Members of the Soil Association used the seminar on organic standards to suggest that growers should avoid being too prescriptive in their rotation regimes.
Policy director Peter Melchett said: "In this economy you need to grow something that is productive and economic and people want to buy. If you are too prescriptive it can hamper your business viability."
The Soil Association launched its consultation because its current standards for glasshouses and polytunnels "were probably a bit ad hoc and we want to get our ideas in order to encourage sensible new EU regulations," said Melchett.
Organic Growers Alliance chair Alan Schofield said: "When it comes to prescription verses flexibility in harsh economic times, I need freedom to choose varieties, inputs and situations that work for me.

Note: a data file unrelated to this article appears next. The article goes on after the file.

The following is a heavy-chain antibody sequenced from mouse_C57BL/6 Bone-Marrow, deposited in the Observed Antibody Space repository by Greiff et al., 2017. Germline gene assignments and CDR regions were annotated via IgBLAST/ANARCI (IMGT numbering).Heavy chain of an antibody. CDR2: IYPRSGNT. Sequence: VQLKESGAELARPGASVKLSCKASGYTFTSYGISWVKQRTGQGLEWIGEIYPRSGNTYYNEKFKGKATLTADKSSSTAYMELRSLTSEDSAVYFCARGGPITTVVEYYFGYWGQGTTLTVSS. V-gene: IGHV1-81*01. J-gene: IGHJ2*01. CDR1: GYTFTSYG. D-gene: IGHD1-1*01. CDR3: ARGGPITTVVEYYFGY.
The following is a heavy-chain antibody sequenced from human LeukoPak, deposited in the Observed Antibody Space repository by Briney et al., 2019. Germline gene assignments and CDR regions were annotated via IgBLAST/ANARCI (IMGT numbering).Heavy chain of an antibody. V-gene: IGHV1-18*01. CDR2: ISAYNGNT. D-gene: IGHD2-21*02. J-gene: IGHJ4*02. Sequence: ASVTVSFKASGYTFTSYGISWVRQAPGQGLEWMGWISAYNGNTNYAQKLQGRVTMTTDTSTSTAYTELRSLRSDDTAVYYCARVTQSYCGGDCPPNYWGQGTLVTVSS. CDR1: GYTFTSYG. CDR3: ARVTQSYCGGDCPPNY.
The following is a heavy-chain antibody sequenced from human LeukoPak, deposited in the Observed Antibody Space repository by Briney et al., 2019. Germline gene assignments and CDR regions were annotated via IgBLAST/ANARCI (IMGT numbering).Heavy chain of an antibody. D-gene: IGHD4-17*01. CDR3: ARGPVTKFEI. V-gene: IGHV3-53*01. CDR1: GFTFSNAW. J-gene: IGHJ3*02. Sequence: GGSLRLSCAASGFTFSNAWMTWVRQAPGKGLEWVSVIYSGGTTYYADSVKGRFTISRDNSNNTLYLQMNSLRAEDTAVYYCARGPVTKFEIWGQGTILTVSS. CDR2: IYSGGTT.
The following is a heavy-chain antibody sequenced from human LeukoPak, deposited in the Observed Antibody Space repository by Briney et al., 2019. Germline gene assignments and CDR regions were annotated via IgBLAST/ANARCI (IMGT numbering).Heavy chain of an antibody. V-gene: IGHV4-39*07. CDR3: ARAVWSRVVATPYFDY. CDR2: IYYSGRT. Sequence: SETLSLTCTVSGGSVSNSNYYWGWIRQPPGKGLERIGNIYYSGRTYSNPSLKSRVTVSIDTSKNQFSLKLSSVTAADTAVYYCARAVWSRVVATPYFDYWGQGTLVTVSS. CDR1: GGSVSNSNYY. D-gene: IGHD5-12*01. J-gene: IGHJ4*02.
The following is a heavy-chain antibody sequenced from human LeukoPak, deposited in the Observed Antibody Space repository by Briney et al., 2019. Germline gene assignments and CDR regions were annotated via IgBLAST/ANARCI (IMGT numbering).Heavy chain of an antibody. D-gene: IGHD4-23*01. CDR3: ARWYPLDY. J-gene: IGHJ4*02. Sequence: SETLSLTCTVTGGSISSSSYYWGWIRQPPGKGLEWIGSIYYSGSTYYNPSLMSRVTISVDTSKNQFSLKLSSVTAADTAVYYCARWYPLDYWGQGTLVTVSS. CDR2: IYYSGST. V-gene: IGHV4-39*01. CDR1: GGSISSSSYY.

"If I make a loss through a decision I've made, that's my fault. But if I make a loss because of a decision the Soil Association has made, I want to take someone to task."
Adrian Izzard, who runs Wild Country Organics, said: "You can have best practice but not fixed rules otherwise you can lose thousands on plants by having to pull up everything to stick to a rigid rotational plan. This can put businesses out of operation."
Peter Dollimore, a grower at Hankham Organics, asked: "What is best practice? Some people don't use rotation in a glasshouse and achieve good results, while others rotate lots of crops but fail to grow good-quality vegetables."